The case of Timothy Allen Lloyd offers a good example of how psychological stressors and triggers can play a role in malicious insider attacks. It is also the very first insider sabotage case investigated by the U.S. Secret Service.
For 11 years, Lloyd worked his way up the corporate ladder at Omega Engineering Corp., a Bridgeport, New Jersey—based manufacturer of high-tech industrial process measurement and control devices for the U.S. Navy and NASA. He started with the company as a machinist, but by 1994 he had earned the title of chief system administrator for the company’s Novell network. But Lloyd’s career was about to take a drastic turn for the worst.
Employees reported that he repeatedly elbowed, shoved, and bumped colleagues in the hallways, and that he became verbally abusive. He would be counseled on several occasions about these problems, but managers reported that he never improved his behavior. In May 1995, because of his continuing interpersonal problems, Lloyd’s supervisor, James Ferguson, informed him that he was being transferred from supervisor of Omega’s CNC Department (the manufacturing side of Omega’s plant, where machines created the thousands of products that comprised Omega’s inventory) to a position as a manufacturing engineering support specialist. Ferguson assured Lloyd that this was a lateral move. In reality, the change was a demotion. And Lloyd knew it. The loss of supervisory responsibilities and the knowledge that Courtney Walsh, a former subordinate of Lloyd’s, had taken over his position did not sit well with Lloyd.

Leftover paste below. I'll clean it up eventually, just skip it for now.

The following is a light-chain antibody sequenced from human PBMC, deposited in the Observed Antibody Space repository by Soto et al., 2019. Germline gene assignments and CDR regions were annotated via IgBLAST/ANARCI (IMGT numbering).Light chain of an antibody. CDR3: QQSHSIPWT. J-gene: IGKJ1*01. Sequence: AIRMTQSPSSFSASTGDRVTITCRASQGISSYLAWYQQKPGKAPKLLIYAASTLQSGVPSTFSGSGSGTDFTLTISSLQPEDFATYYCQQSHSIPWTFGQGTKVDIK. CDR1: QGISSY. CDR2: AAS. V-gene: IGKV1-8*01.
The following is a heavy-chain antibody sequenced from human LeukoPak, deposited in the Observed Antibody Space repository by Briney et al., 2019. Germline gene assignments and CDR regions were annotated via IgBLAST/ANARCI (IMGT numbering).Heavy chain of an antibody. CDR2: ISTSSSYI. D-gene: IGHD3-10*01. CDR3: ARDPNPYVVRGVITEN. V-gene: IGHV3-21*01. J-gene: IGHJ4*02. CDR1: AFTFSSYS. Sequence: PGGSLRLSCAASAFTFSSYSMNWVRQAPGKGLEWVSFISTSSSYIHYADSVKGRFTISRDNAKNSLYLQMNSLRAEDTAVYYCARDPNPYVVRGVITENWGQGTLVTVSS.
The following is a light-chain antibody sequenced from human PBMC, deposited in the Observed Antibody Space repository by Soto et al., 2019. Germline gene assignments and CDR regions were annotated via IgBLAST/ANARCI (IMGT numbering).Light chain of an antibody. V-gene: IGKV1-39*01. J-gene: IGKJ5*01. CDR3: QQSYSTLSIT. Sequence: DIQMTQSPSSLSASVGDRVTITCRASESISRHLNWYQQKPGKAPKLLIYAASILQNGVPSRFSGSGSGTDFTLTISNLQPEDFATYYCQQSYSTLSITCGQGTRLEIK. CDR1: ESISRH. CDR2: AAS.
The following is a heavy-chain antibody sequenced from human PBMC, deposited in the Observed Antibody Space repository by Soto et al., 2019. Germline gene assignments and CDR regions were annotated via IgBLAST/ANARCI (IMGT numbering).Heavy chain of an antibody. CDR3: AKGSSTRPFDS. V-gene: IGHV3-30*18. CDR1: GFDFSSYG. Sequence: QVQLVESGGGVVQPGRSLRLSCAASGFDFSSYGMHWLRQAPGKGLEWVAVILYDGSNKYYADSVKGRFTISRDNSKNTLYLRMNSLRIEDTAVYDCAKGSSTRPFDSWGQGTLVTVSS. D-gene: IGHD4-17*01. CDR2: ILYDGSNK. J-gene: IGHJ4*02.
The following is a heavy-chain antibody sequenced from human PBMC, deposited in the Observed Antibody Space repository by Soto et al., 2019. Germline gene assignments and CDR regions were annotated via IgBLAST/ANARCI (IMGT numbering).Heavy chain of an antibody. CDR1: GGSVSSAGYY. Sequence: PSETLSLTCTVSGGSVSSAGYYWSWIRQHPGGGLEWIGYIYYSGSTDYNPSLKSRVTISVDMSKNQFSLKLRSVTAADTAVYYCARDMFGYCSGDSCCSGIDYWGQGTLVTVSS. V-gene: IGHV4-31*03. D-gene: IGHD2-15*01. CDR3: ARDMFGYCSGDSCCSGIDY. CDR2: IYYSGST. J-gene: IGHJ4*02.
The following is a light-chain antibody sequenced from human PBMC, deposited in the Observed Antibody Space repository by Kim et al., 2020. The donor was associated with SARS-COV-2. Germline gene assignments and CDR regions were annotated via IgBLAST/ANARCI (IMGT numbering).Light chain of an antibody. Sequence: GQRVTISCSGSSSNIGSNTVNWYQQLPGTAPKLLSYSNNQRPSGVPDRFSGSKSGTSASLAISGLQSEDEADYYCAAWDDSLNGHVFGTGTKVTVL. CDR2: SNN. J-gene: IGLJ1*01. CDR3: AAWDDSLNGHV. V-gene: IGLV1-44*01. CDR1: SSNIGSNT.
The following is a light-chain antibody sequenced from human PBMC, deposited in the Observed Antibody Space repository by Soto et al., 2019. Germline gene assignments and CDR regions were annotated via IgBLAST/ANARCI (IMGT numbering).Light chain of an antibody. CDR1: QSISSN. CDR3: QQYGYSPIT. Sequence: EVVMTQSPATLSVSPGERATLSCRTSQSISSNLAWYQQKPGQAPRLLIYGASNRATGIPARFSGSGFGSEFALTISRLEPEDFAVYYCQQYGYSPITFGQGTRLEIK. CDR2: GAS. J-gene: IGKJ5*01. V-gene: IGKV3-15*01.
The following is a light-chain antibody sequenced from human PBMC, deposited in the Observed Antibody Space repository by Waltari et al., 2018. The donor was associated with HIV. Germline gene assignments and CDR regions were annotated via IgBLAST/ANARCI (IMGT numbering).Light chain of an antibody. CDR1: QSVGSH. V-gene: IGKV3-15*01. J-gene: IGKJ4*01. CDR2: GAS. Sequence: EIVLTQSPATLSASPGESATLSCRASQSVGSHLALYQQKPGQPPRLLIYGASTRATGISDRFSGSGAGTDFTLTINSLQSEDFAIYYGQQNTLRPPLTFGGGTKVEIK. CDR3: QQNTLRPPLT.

Lloyd’s supervisors had hoped that the change of position would send Lloyd the message that his behavior and social skills had to improve. They also hoped that the job change would help spur that improvement. But it had the opposite effect on Lloyd, and his interpersonal problems with fellow workers increased in number and severity.
Lloyd underwent a performance appraisal in Feb. 1996. He received a ranking of 7 out of a possible score of 10. He received a 4% cost of living raise in salary, which was significantly lower than the annual raises he received in previous years. The intent of Lloyd’s managers was to send the signal to the troubled employee that his time left at Omega was short.
Four months after his performance appraisal, Lloyd instituted a policy to “clean up” all of the computers in Omega’s CNC Division. The “policy” forced all employees to save their work on a centralized file server and prohibited them from making their own backups. Lloyd also removed portions of computer programs that deal with safety precautions from user workstations and saved them on a central file server. Walsh protested, fearing that removing the files from user systems could cause a major system failure. Lloyd, however, continued making the changes.